Out of the Tunnel (2 of 2)

By Helen Gerhardt

I didn’t look away, willed myself to wait for the sergeant to speak as the T lifted us upward out of the North Shore Connector tunnel.

“The police are human, very human,” the sergeant said, “I’ve most surely been on the end of it.” He looked aside again, into some painful memory.

I thought of Richard Carrington, coming home to Pittsburgh after fifteen years of military service to dedicate his life to ending violence in black communities, to building public safety. I remembered the pain and anger he expressed at finding himself repeatedly on that wrong end of the use of police force, treated as though he were an insurgent in his own neighborhood, along with his sons.

Just so, Brian Johnson’s service as Air Force firefighter could not be seen on his black face by the police officers who had stopped him just a few blocks from his home, on his way to volunteer at the local emergency room. The exam he had just taken for the Pittsburgh Police Academy could not be worn as a shield to protect him from being forced against a wall, without any apparent cause, without any explanation afterwards. Twenty years later, as retired black Pittsburgh police homicide detective, he told that story to help shine a light on the causes of community mistrust of the Police Bureau that he had served for two decades.

The sergeant had paused as the T now soared above the ground, watching my face, maybe needing more than neutrality to risk saying more. He knew he was speaking to a white woman who had been a sergeant in the Army National Guard. I thought of my own unnecessary use of force against an Iraqi civilian – I remembered the smile on that brown face fading away into terror.

“Yes, I know the police are human – I’ve been on that other side of a weapon.”

The sergeant’s face changed – what seemed to be a softening, maybe concern for what he saw on my own face, maybe a different set of memories pulling back another way.” A war zone is different, now. Everything’s different in a war zone. You know you’re just trying to survive – the rules aren’t the same.”

“I know I saw a lot of people’s lives get wrecked, for no reason. I know I helped with that.”

“Yes. I saw a lot of that, too. But we didn’t have a choice. We were just trying to survive. ”

I thought of all the police officers and their lawyers that I’ve heard speak of such fear for their lives as motive for the use of force, of how many times I’ve heard Homewood described as a sort of war zone.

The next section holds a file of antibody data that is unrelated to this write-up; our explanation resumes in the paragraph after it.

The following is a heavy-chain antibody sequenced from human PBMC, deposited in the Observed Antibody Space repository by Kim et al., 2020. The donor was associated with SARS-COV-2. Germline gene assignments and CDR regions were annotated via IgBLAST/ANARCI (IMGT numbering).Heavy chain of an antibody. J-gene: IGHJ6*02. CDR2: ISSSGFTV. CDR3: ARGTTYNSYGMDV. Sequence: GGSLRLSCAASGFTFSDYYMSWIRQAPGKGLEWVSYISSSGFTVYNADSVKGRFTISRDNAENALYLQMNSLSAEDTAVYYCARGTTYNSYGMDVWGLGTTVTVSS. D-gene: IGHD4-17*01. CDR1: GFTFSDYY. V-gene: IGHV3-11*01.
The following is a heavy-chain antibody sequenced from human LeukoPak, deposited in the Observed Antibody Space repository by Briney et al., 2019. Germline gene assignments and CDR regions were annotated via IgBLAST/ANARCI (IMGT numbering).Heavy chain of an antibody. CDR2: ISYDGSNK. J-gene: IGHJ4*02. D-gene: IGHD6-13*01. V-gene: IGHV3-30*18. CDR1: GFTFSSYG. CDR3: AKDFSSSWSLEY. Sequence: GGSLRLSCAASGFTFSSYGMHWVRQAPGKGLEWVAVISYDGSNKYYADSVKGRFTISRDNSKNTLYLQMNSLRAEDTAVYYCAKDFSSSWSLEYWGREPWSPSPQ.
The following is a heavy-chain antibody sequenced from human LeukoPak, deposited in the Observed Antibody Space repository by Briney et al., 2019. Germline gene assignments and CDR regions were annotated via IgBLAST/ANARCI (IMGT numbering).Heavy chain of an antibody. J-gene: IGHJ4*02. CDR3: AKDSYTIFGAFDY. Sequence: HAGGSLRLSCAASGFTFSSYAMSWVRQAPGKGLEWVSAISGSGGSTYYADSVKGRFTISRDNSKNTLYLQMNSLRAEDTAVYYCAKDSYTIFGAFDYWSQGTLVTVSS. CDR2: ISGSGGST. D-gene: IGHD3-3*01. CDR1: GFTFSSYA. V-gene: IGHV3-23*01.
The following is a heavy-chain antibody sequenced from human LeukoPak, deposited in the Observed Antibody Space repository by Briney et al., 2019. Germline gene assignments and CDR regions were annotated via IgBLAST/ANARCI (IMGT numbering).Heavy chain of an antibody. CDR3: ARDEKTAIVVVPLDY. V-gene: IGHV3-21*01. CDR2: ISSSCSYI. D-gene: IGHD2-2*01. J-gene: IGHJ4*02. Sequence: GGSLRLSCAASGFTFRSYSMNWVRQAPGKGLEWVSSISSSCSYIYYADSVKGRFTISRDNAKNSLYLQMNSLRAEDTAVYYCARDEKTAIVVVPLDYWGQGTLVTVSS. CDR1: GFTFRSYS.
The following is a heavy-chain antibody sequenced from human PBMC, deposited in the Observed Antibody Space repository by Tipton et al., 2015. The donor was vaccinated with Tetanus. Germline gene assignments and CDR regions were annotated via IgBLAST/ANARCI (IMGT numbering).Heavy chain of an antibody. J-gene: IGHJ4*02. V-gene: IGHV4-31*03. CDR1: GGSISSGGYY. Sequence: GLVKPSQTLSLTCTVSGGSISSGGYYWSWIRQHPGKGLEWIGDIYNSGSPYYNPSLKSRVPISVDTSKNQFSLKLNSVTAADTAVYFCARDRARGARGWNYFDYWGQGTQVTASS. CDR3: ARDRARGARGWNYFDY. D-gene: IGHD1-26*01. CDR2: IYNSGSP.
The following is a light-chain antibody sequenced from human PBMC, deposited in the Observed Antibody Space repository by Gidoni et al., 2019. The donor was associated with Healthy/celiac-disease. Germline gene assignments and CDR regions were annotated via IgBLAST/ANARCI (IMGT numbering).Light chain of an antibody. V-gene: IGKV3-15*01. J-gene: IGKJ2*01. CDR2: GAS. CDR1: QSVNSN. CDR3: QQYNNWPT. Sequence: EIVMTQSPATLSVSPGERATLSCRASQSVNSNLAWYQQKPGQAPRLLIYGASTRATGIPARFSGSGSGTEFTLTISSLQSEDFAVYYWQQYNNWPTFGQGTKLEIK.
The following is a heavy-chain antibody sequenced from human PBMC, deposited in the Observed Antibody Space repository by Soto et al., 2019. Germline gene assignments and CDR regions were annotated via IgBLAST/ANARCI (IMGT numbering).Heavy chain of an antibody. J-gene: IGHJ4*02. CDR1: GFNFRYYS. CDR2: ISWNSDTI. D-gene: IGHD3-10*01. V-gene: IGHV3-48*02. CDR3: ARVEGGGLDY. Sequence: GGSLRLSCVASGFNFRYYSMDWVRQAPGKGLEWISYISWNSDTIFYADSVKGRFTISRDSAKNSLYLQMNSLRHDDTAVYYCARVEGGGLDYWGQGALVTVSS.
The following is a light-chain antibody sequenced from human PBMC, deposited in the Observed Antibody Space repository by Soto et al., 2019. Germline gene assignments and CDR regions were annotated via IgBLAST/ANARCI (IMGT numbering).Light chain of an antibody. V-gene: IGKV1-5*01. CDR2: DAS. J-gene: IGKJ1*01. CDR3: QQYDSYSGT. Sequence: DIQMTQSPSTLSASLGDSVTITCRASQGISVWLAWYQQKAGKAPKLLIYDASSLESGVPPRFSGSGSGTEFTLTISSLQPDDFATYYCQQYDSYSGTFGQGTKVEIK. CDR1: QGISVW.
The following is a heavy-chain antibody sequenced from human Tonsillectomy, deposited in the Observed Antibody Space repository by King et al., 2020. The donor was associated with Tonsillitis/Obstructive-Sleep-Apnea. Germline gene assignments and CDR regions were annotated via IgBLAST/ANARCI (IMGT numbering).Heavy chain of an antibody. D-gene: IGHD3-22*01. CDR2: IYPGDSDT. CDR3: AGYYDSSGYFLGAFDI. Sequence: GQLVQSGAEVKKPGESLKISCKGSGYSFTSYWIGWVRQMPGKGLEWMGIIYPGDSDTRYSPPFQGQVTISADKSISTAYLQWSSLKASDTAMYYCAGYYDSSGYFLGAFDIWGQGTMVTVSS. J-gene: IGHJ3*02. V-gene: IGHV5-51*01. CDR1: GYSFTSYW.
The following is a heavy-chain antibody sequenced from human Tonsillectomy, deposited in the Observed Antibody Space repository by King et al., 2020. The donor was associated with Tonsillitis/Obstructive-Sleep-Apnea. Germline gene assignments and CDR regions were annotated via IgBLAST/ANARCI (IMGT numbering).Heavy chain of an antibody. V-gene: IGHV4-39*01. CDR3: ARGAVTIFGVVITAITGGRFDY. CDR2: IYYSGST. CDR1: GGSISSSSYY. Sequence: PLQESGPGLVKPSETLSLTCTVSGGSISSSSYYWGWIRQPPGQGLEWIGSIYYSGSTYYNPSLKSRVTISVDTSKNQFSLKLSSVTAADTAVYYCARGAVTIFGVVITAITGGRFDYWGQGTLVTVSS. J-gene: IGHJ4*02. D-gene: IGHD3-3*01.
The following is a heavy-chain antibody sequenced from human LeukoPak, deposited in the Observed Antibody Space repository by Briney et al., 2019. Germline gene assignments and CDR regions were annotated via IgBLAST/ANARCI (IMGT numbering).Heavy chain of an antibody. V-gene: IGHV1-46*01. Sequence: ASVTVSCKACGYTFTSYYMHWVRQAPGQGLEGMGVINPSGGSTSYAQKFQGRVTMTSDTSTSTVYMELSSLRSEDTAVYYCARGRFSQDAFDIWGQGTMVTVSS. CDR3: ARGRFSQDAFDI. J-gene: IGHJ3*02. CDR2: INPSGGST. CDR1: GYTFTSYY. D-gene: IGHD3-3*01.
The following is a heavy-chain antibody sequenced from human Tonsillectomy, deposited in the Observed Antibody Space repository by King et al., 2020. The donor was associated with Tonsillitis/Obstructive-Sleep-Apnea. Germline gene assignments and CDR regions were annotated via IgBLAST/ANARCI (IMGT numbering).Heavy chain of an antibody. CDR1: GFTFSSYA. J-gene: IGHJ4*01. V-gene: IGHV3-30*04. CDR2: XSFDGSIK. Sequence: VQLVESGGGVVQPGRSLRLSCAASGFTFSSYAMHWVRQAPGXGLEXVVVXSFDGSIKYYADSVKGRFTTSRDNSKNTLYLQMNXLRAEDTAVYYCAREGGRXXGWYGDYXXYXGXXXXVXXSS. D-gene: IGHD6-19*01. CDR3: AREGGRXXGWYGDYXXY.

The sergeant seemed to be claiming a special pass for us, as veterans, as distinct from police officers, based on our own greater cause for terror.  But such fear could not explain what I myself had done in Iraq, as it did not explain the behavior of the police who had frisked their fellow citizen Brian Johnson, forced up against a wall although he had presented no sign of threat. Such exonerations could not apply either to the behavior of our military at Abu Ghraib, or to the behavior of the state troopers who had stopped Richard Carrington and his passengers without cause and ordered them to strip down to their underwear on the side of a public highway without the least scrap of evidence of wrong-doing.

“I still think we’re the greatest country on earth,” the sergeant said.

“I think we’re as great as we act. And we haven’t been acting so great, these last years.”

“Yes, well that’s true. That is true.” He paused. “But you got to remember who we’re fighting, now. Baathists, Taliban, ISIS, they’ve killed all those innocents, all those babies…”

We’ve killed so many babies,” I broke in, “so many children. So many thousands.”

“Yes.” The sergeant replied with gravity,with pain. “Yes. I killed babies myself. Yes.”

We sat in silence together, rising and slowing with the T as it approached the Allegheny Station.

“But that was a war zone.” Again he claimed the difference. Maybe the defense was the way he held onto life despite what he’d done. He had come so far with me in honesty, in such a brief space in time. I had neither suffered or inflicted as he had – did not bear the level of grief I could hear in his voice. I could not bear to challenge him again, to cause any further potential damage to any foundation for survival he had built.

I reached out my hand to his. “I’m Helen.”

He took my own hand, held it, looking gravely into my face, told me his name, then said. “Most folks call me Sarge.”

He paused. Kept looking me full in the face as people flowed around us, as we remained seated together. “I’ve earned that.”

I nodded.

And we went our ways, he to his daughter, waiting to pick him up at the station so they could cook a meal together for their family, and I onto the Citizens Police Academy graduation, knowing that our conversation had touched us both to the quick, had touched on the root of the contradictions and tensions that I had felt during my own deployment, and on the root of the kinship I felt with the police.

Citizen’s Police Academy – and the School of the Streets

Today is the first day at work for our new Police Chief, Cameron McLay. Our Mayor Bill Peduto has accomplished one of the primary recommendations of the Public Safety Transition Team, the hiring of a Chief with a demonstrated commitment to respectful community policing.